Although microphthalmia and M boxes play a pivotal role in the regulation of tyrosinase, TRP1, and TRP2 promoter activities by cAMP, it appears that each promoter responds to cAMP through specific mechanisms because of the relative position of the regulatory elements or the intrinsic nature of the elements cooperating with the M box. This is particularly true for the TRP2 promoter, which contains a CRE-like element involved in cAMP sensitivity; in tyrosinase and TRP1 promoters, no CRE participates in the cAMP response. These observations reveal, besides a common regulatory mechanism, the existence of specific processes involved in the control of tyrosinase, TRP1, and TRP2 gene expression that could allow a differential expression pattern of the melanogenic enzymes under particular physiological and pathological conditions.
We have previously demonstrated that cAMP increases microphthalmia binding to the M box and to the E box. Since microphthalmia has a strong stimulating effect on the tyrosinase promoter, we have proposed that microphthalmia, through the binding to M and E boxes, mediates the effects of cAMP on tyrosinase gene expression (5
). In the present report, we clearly showed a strong stimulation of TRP1 and TRP2 promoter activities by microphthalmia. Consistently, microphthalmia or its human homolog MITF (microphthalmia-associated transcription factor) was shown to transactivate the TRP1 promoter (39
). However, the TRP2 promoter has been shown to be unresponsive to MITF (39
), while we clearly showed in this report that microphthalmia stimulates the TRP2 promoter activity. This discrepancy could be explained either by specific behaviors of human versus mouse microphthalmia or by the different cellular contexts.
Interestingly, the effect of microphthalmia on different TRP1 and TRP2 promoter constructs tightly correlates with their cAMP responsiveness. Further, we showed that cAMP increases the binding of microphthalmia to TRP1 and TRP2 M boxes. These data strongly suggest that the effect of cAMP on TRP1 and TRP2 gene expression is mediated through an increased interaction of microphthalmia with M boxes, thereby leading to a transactivation of TRP1 and TRP2 promoters. At least two hypothesis could explain the stimulation of microphthalmia binding on the M box after cAMP treatment. cAMP could increase either microphthalmia expression or affinity of microphthalmia for its target sequences. Previous immunofluorescence studies with antimicrophthalmia antibody did not show a stimulation of microphthalmia expression after 24 h with forskolin. Although this result does not support the first hypothesis, we have reassessed the effect of cAMP on microphthalmia expression. Metabolic labeling followed by immunoprecipitation with specific antibody to microphthalmia demonstrates that cAMP increases microphthalmia expression. Microphthalmia appears as two bands around 60 and 70 kDa. The lower mobility of the higher band results from its phosphorylation on serine 73 by mitogen-activated protein kinases (16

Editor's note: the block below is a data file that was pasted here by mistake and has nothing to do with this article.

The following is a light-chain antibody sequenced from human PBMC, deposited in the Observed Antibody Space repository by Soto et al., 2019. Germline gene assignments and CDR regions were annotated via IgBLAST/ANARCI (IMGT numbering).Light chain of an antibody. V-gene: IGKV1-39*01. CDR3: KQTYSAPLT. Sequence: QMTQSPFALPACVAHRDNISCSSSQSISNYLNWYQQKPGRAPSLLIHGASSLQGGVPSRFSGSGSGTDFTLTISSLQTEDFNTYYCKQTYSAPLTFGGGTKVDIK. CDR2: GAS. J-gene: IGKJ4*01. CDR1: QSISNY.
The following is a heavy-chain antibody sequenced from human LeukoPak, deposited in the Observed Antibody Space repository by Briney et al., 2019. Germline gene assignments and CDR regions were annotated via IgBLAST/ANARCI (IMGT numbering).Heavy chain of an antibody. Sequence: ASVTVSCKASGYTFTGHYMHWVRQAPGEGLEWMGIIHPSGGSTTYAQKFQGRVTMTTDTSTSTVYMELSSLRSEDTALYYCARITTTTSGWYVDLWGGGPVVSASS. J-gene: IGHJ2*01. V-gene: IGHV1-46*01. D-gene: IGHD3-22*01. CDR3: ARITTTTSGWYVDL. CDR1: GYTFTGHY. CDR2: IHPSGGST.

). The maximal expression of microphthalmia was obtained after 3 h of forskolin treatment, and consistent with our immunofluorescence studies, the level of microphthalmia returned near the basal level after 24 h with forskolin. The presence of a CRE in the microphthalmia promoter (10
) suggests that PKA regulates microphthalmia expression through the classical pathway involving transcription factors of the CREB family. However, this hypothesis remains to be demonstrated. Interestingly, Rungta et al. (33
) showed that α-MSH treatment significantly increases the tyrosinase mRNA levels within 16 h, and we previously observed an effect of forskolin on tyrosinase promoter after 6 h. Further, careful examination of the report of Abdel-Malek et al. (2
) shows that the TRP1 mRNA amount was increased after 6 h with α-MSH. Thus, if we compare the kinetics of microphthalmia induction with those of tyrosinase and TRP1, the upregulation of the melanogenic enzymes is observed clearly after the maximal expression of microphthalmia. These observations are consistent with our former hypothesis suggesting that microphthalmia plays a key role in the stimulation of melanogenic gene expression.
Considering the physiological aspect of our findings, it should be mentioned that in humans, melanogenesis is stimulated by UVB, which upregulates the production of α-MSH by epidermal keratinocytes. Further, subcutaneous injection of α-MSH has been shown to stimulate local pigmentation (28
). Thus, we can hypothesize that α-MSH, through the binding to its receptor coupled to the G protein αs
and adenylate cyclase, increases the cAMP content in melanocytes. Then cAMP, through the activation of PKA, leads to an augmentation of microphthalmia expression. Consequently, the amount of microphthalmia bound to M or E boxes increases resulting in a stimulation of the melanogenic promoter activities. Taken together, our results disclosed the cascade of molecular events involved in the regulation of the melanogenic genes that could be of paramount importance in the control of skin pigmentation.